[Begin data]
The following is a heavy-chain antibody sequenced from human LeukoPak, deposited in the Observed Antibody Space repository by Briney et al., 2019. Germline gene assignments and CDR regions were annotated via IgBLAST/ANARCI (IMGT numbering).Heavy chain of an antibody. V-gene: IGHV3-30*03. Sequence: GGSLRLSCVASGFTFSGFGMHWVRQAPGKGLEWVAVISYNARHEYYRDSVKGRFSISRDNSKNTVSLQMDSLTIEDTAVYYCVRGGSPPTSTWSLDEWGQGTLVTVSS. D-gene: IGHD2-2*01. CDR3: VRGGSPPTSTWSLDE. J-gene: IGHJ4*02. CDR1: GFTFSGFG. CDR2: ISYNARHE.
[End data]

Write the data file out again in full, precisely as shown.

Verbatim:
The following is a heavy-chain antibody sequenced from human LeukoPak, deposited in the Observed Antibody Space repository by Briney et al., 2019. Germline gene assignments and CDR regions were annotated via IgBLAST/ANARCI (IMGT numbering).Heavy chain of an antibody. V-gene: IGHV3-30*03. Sequence: GGSLRLSCVASGFTFSGFGMHWVRQAPGKGLEWVAVISYNARHEYYRDSVKGRFSISRDNSKNTVSLQMDSLTIEDTAVYYCVRGGSPPTSTWSLDEWGQGTLVTVSS. D-gene: IGHD2-2*01. CDR3: VRGGSPPTSTWSLDE. J-gene: IGHJ4*02. CDR1: GFTFSGFG. CDR2: ISYNARHE.